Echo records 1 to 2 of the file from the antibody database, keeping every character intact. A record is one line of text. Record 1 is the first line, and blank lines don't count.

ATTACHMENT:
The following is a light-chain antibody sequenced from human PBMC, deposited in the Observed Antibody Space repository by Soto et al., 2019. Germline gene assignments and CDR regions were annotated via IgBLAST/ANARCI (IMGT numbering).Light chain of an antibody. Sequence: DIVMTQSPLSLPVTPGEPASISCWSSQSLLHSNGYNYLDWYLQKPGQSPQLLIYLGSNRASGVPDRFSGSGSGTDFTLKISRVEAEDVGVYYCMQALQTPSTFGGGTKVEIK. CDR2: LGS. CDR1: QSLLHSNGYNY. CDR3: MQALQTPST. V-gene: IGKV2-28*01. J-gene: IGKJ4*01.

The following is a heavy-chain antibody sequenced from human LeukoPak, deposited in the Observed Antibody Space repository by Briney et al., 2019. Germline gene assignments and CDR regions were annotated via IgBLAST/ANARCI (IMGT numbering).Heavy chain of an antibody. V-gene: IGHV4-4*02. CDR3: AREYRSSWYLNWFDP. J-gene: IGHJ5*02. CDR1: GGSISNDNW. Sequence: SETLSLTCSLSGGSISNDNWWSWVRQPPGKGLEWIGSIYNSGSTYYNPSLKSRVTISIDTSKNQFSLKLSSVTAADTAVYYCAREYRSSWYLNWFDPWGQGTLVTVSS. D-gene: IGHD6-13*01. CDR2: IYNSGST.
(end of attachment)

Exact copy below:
The following is a light-chain antibody sequenced from human PBMC, deposited in the Observed Antibody Space repository by Soto et al., 2019. Germline gene assignments and CDR regions were annotated via IgBLAST/ANARCI (IMGT numbering).Light chain of an antibody. Sequence: DIVMTQSPLSLPVTPGEPASISCWSSQSLLHSNGYNYLDWYLQKPGQSPQLLIYLGSNRASGVPDRFSGSGSGTDFTLKISRVEAEDVGVYYCMQALQTPSTFGGGTKVEIK. CDR2: LGS. CDR1: QSLLHSNGYNY. CDR3: MQALQTPST. V-gene: IGKV2-28*01. J-gene: IGKJ4*01.

The following is a heavy-chain antibody sequenced from human LeukoPak, deposited in the Observed Antibody Space repository by Briney et al., 2019. Germline gene assignments and CDR regions were annotated via IgBLAST/ANARCI (IMGT numbering).Heavy chain of an antibody. V-gene: IGHV4-4*02. CDR3: AREYRSSWYLNWFDP. J-gene: IGHJ5*02. CDR1: GGSISNDNW. Sequence: SETLSLTCSLSGGSISNDNWWSWVRQPPGKGLEWIGSIYNSGSTYYNPSLKSRVTISIDTSKNQFSLKLSSVTAADTAVYYCAREYRSSWYLNWFDPWGQGTLVTVSS. D-gene: IGHD6-13*01. CDR2: IYNSGST.